QOTD: Camry, Camry, on the Wall, Which Is the Greatest Toyota Camry of Them All?
The launch of the 2018 Toyota Camry in July 2017 marked the arrival of America’s eighth Camry. Near the end of Ronald Reagan’s first term, the first Camry — not the first Camry, but the first Camry available for U.S. consumption — was launched in front-wheel-drive sedan and hatchback formats.
By 1997, the Camry was America’s best-selling car — a title it has held in each of the last 15 years.
The second-generation Camry spawned a V6 powerplant, available all-wheel drive, and a hatchback-replacing wagon. The third-generation Camry kept the sedan and wagon, dropped the AWD, added a coupe, and was built in America. The fourth iteration of the Camry, 1997-2001, dropped the wagon and began to be seen as the automatic choice for America’s midsize sedan buyers. The fifth Camry, which ran from 2002-2006, was sturdy enough to be form the foundation for two more Camry generations. The sixth Camry was the first to be available as a hybrid, but it put an end to the coupe, which in the prior two generations was known as Camry Solara. The seventh Camry, 2012-2017, sometimes hailed as the most American-made of all cars, benefited from a thorough refresh for 2015. The eighth Camry, at dealers now, represents much more than a major overhaul, with significant increases in fuel economy standing out as a leading improvement.
But which Toyota Camry is best of all?
Let’s limit ourselves to sedans in order to avoid the classic choice: the 1992-1996 Camry Wagon.
It may be clear that America’s original Camry was too small. The second, if exposed to modern expectations, may now seem too archaic. The fourth’s exercise in blandness is a stretch too far. Did the fifth Camry do enough to move the game on? The sixth was noteworthy for bringing hybrids into the mainstream and sports-car acceleration to the midsize masses — it produced record sales as a result. Regarding the seventh Camry, we can once again ask whether it was a meaningful leap forward. As for the new 2018 Toyota Camry, are the objective improvements cancelled out by exterior styling that tries way too hard to steal limelight from the RAV4, C-HR, and Highlander?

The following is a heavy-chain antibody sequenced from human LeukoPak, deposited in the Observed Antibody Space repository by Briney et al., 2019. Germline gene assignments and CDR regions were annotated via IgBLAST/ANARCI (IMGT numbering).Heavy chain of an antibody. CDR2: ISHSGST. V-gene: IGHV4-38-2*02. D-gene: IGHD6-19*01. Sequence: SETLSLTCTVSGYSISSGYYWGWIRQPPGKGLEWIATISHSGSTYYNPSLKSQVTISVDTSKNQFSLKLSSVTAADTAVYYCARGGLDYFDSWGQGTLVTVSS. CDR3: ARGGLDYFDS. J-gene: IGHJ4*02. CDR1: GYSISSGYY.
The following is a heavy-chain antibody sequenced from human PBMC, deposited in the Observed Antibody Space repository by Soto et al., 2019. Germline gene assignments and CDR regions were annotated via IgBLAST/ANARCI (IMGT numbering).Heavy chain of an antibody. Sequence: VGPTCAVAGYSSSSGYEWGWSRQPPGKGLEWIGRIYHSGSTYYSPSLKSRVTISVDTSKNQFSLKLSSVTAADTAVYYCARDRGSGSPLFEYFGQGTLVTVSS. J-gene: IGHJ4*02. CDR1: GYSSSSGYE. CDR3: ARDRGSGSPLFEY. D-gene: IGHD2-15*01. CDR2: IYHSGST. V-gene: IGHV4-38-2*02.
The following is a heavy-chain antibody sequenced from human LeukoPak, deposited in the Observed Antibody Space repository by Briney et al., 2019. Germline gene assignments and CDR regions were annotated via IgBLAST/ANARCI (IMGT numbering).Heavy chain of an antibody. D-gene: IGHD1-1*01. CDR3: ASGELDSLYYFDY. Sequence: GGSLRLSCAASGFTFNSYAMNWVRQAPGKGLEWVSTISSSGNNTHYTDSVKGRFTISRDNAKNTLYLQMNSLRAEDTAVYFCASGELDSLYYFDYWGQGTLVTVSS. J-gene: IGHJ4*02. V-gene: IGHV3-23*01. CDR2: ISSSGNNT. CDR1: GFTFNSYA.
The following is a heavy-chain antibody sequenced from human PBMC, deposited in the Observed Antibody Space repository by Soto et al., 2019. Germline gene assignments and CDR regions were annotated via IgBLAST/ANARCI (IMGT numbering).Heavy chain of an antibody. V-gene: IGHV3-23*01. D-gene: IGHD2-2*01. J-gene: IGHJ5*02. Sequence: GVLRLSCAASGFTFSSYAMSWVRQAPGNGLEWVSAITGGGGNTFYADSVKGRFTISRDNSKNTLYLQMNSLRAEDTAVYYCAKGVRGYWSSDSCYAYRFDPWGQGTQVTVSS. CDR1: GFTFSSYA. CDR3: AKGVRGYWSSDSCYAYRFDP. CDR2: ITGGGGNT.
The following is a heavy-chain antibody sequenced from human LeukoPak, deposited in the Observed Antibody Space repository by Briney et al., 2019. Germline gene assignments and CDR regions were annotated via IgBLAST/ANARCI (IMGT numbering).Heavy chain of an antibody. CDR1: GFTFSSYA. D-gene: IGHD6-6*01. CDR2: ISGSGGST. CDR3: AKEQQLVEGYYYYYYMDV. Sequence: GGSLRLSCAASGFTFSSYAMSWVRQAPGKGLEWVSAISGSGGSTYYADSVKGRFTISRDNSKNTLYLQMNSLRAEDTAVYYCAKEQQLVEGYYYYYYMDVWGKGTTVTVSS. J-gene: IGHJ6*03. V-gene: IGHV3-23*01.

And does that leave the 1992-1996 Toyota Camry as the best Camry of them all?
The 133-horsepower, 2.2-liter four-cylinder sounds underwhelming now, but the ’96 Camry offered 147 lb-ft of torque, and the car weighed less than 3,000 pounds. The V6 option — 188 horsepower and 203 lb-ft of torque — was no less fuel-efficient than the inline-four.
Clearly not an exciting car to behold, the 1992 Toyota midsizer nevertheless brought a degree of aero interest to the Camry. It was also not quite as annoyingly ubiquitous as more recent examples. America’s third Camry was never America’s best-selling car — the Ford Taurus ruled the roost those days — as the third Camry averaged “only” 318,000 annual U.S. sales, not the 400,000-plus level of volume that became routine with successive generations.
Also, that wagon was pretty cool.
Your opinions may differ. Do tell: what’s the best Toyota Camry of them all?
Timothy Cain is a contributing analyst at The Truth About Cars and Autofocus.ca and the founder and former editor of GoodCarBadCar.net. Follow on Twitter @timcaincars and Instagram.
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